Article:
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Thread: Zero Fare Transit - coming to Kansas City MO

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    Zero Fare Transit - coming to Kansas City MO

    The city council has mandated that the next city budget will reflect zero fares on all city bus routes within the city limits of Kansas City.

    The city will forego between $8 million and $9 million in transit revenues. City Councilors expressed confidence that the city will be able to "find the money somewhere".

    I understand that the single fare is $1.50, so for a worker riding the bus to and from the job, this will mean an immediate saving of $3 per day.

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    Senior Member iris lilies's Avatar
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    I think we have this, or at least had it at one time, in St. Louis.I remember reading about it. It is nice for tourists.

    It is really great though because the taxpayers have endless coffers from which to reimburse Bi-state Transport for bus service. I mean, we are rollin’ in it.

    And if you think you all arent paying for it, think again. Our bus service is subsidized by the feds.

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    Senior Member razz's Avatar
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    Will this mean fewer cars on the road, greater ease in finding employees, less road maintenance, speedier delivery of supplies to business, fewer police? Trying to find all the benefits to this decision.
    Gandhi: Happiness is when what you think, what you say and what you do are in harmony .

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    Senior Member iris lilies's Avatar
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    Quote Originally Posted by razz View Post
    Will this mean fewer cars on the road, greater ease in finding employees, less road maintenance, speedier delivery of supplies to business, fewer police? Trying to find all the benefits to this decision.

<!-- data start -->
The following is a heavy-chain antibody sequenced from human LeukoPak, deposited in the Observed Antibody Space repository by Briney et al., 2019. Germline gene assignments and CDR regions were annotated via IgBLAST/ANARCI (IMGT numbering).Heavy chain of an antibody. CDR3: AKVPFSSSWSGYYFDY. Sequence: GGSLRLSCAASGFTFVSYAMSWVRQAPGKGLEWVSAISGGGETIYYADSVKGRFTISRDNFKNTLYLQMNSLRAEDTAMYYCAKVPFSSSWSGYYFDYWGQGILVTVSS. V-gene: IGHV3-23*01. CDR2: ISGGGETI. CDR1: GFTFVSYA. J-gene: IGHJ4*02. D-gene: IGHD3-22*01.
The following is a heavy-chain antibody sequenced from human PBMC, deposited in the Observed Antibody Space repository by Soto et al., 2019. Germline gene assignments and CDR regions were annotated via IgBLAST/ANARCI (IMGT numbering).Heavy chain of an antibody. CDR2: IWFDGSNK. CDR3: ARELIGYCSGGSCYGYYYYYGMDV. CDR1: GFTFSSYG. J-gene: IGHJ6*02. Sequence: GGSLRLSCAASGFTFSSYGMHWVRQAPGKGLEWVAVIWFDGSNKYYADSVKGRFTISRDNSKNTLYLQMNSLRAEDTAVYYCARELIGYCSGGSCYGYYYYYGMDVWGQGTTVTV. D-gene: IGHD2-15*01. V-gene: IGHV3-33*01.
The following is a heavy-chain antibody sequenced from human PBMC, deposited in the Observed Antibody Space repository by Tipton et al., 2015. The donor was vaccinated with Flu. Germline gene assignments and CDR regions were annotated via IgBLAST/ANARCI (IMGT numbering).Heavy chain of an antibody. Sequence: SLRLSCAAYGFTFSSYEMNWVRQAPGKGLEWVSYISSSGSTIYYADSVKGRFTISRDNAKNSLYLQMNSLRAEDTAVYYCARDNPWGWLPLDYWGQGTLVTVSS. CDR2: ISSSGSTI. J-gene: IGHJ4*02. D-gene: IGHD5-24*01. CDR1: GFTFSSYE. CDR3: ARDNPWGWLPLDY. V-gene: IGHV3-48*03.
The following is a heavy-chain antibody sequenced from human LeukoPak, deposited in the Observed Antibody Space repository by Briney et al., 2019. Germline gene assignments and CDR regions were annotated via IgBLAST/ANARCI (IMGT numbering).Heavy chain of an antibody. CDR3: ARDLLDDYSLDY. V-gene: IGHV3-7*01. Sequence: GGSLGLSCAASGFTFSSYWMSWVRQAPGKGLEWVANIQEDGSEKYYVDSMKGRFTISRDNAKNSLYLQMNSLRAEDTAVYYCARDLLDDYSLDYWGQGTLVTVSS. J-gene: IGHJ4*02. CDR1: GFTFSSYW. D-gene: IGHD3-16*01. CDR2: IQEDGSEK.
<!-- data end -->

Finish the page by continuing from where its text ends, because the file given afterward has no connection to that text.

It will mean little to none of that. The number of riders going only within the city core is few.

    But Like I said, it is nice for tourists here because they can visit downtown sites like the Arch, City Museum, the Old Courthouse using bus service for free.

    I live close to downtown but would porbably have to walk 10 minutes to get to the free zone. By then, I might as well walk the remaining 20 minutes to work. I never took bus servcie to and from work because waiting for a bus and then transit time took longer than my 30 minute walk to and from.

    edited to add:

    sorry, I was weong, this KAnsas City initiative is bigger than our st louis downtown-free zone. So yeah, it is a bigger deal. And KC’s city limit is, i believe, quite a bit bigger than STL, so many people will benefit from it.

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    Senior Member Teacher Terry's Avatar
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    Really makes you wonder how they can afford the revenue loss. Why not offer a monthly pass that is cheaper than paying daily? That’s what we do.

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    Senior Member KayLR's Avatar
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    I am really curious to see how this works out.